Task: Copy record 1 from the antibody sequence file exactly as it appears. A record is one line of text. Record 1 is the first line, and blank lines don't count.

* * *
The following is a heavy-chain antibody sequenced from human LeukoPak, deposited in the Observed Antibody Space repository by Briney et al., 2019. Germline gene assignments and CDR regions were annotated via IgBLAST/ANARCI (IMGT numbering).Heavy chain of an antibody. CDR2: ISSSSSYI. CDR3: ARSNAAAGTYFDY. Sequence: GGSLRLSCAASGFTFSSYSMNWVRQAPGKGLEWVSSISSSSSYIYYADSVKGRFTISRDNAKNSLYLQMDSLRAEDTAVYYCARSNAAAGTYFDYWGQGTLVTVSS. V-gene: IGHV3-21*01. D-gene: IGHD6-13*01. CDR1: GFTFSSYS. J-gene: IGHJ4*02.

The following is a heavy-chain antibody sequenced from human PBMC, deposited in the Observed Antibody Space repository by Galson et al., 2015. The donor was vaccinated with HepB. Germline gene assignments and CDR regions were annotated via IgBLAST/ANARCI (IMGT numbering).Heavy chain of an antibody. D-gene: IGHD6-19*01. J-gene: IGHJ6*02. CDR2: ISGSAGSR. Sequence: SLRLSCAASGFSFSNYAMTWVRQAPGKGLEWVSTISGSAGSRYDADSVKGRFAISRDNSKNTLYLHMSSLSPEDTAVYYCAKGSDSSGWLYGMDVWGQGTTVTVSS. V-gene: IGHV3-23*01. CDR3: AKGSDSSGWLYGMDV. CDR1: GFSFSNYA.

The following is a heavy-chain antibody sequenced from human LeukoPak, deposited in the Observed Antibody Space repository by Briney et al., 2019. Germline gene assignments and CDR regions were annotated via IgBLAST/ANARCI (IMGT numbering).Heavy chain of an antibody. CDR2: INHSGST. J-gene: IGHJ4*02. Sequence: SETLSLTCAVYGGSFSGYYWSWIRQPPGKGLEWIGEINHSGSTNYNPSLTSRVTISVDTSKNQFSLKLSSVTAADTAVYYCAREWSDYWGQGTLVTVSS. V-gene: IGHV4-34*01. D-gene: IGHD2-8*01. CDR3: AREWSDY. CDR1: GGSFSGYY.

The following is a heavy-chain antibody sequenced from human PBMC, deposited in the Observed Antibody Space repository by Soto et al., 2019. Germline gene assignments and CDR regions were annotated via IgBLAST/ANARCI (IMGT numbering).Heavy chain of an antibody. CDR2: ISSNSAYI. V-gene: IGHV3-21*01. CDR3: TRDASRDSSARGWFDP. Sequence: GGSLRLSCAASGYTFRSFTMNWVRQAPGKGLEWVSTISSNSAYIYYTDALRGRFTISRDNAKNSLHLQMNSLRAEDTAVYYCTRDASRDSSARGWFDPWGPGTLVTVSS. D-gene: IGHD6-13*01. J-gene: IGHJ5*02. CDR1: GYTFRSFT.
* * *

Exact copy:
The following is a heavy-chain antibody sequenced from human LeukoPak, deposited in the Observed Antibody Space repository by Briney et al., 2019. Germline gene assignments and CDR regions were annotated via IgBLAST/ANARCI (IMGT numbering).Heavy chain of an antibody. CDR2: ISSSSSYI. CDR3: ARSNAAAGTYFDY. Sequence: GGSLRLSCAASGFTFSSYSMNWVRQAPGKGLEWVSSISSSSSYIYYADSVKGRFTISRDNAKNSLYLQMDSLRAEDTAVYYCARSNAAAGTYFDYWGQGTLVTVSS. V-gene: IGHV3-21*01. D-gene: IGHD6-13*01. CDR1: GFTFSSYS. J-gene: IGHJ4*02.